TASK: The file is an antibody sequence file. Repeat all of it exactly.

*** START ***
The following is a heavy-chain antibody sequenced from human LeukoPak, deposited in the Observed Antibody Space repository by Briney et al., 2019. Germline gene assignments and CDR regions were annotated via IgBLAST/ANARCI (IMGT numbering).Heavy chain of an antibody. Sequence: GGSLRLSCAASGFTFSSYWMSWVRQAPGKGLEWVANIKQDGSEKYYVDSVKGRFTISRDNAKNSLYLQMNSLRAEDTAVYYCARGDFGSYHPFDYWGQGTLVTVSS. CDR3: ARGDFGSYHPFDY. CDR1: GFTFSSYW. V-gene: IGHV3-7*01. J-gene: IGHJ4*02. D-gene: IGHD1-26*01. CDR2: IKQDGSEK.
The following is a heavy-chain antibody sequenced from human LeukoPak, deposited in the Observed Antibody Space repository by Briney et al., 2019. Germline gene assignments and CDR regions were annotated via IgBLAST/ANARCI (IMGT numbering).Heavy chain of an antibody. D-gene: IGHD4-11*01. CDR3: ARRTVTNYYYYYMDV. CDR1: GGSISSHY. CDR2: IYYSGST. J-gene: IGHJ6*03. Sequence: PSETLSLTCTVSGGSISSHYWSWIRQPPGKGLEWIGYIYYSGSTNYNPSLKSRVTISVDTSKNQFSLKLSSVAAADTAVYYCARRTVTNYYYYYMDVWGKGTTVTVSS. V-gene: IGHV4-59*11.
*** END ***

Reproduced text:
The following is a heavy-chain antibody sequenced from human LeukoPak, deposited in the Observed Antibody Space repository by Briney et al., 2019. Germline gene assignments and CDR regions were annotated via IgBLAST/ANARCI (IMGT numbering).Heavy chain of an antibody. Sequence: GGSLRLSCAASGFTFSSYWMSWVRQAPGKGLEWVANIKQDGSEKYYVDSVKGRFTISRDNAKNSLYLQMNSLRAEDTAVYYCARGDFGSYHPFDYWGQGTLVTVSS. CDR3: ARGDFGSYHPFDY. CDR1: GFTFSSYW. V-gene: IGHV3-7*01. J-gene: IGHJ4*02. D-gene: IGHD1-26*01. CDR2: IKQDGSEK.
The following is a heavy-chain antibody sequenced from human LeukoPak, deposited in the Observed Antibody Space repository by Briney et al., 2019. Germline gene assignments and CDR regions were annotated via IgBLAST/ANARCI (IMGT numbering).Heavy chain of an antibody. D-gene: IGHD4-11*01. CDR3: ARRTVTNYYYYYMDV. CDR1: GGSISSHY. CDR2: IYYSGST. J-gene: IGHJ6*03. Sequence: PSETLSLTCTVSGGSISSHYWSWIRQPPGKGLEWIGYIYYSGSTNYNPSLKSRVTISVDTSKNQFSLKLSSVAAADTAVYYCARRTVTNYYYYYMDVWGKGTTVTVSS. V-gene: IGHV4-59*11.